“The NSW government has worked closely with the NSW Electoral Commission and NSW Health to implement a comprehensive plan to allow voters to cast their ballot safely,” she said.
Mrs Hancock said the state’s election officials had also been empowered to enforce COVID-safe measures including social distancing at polling booths and counting venues to protect voters, candidates, scrutineers and NSW Electoral Commission workers.
Nominations for the council elections can now be made entirely online for the first time via the NSW Electoral Commission’s online management system. Previously, submitting nominations was a purely paper-based process.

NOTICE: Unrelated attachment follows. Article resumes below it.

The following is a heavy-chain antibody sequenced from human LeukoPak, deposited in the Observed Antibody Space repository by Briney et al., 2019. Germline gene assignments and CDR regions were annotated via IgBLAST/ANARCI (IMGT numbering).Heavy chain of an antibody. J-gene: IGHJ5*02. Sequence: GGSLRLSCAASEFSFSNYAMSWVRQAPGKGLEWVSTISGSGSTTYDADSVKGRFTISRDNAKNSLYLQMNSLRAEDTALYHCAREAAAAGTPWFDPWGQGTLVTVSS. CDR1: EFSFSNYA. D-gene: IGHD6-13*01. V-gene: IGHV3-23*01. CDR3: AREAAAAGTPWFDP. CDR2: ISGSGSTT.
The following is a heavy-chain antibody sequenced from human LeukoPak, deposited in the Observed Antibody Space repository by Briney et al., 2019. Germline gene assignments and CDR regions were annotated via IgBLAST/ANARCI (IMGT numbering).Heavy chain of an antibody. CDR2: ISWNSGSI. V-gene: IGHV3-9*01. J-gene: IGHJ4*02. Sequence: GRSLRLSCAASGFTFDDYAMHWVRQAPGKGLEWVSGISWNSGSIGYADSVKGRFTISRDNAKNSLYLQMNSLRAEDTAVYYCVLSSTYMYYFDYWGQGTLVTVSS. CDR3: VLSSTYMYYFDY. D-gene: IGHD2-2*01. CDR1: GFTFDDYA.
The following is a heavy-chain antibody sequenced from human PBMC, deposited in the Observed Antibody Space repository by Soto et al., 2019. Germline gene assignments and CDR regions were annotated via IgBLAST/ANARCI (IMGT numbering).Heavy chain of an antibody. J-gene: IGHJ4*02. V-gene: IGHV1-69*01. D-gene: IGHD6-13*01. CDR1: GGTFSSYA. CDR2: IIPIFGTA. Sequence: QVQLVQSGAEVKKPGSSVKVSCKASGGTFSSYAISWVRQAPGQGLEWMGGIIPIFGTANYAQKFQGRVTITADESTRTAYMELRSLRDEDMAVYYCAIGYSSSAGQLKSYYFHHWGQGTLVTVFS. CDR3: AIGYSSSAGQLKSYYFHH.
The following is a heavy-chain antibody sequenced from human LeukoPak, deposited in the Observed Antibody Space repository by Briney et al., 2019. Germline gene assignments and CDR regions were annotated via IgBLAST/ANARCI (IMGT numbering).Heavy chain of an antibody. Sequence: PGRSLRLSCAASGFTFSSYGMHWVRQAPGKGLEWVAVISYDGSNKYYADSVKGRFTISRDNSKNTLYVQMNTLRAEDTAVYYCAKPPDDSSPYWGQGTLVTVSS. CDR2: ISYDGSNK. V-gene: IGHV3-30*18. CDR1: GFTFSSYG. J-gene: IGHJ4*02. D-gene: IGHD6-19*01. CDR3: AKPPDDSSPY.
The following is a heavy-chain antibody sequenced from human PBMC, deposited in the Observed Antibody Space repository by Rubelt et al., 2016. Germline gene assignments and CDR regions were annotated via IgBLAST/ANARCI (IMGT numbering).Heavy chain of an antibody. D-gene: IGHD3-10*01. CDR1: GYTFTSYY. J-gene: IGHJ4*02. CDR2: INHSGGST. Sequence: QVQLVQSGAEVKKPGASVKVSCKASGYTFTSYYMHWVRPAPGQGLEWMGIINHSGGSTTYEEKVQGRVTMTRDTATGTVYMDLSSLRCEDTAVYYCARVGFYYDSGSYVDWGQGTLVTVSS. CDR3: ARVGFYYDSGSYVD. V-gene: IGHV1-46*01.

The peak body for NSW councils said it had sought initiatives to encourage greater diversity of candidates who were standing for election.
“We still have a long way to go. NSW has the lowest female representation on council of any state, and Aboriginal and Torres Strait Islander people remain vastly under-represented as elected councillors,” Local Government NSW president Linda Scott said.
Cr Scott said the peak body had fought to maximise people’s voting opportunities in council elections – either in person, online or by post – and the law changes last week prevented regulations being used to thwart that.
“Importantly, the Bill only applies to the 2021 elections and changes can only be made if they are in accordance with the NSW Electoral Commissioner’s advice, and reasonable to protect the health, safety and welfare of people from the COVID-19 pandemic,” she said.
While elections will be carried out for 124 councils, polls will not be held in four local government areas in NSW – including the Central Coast and Wingecarribee – because councils are in administration.
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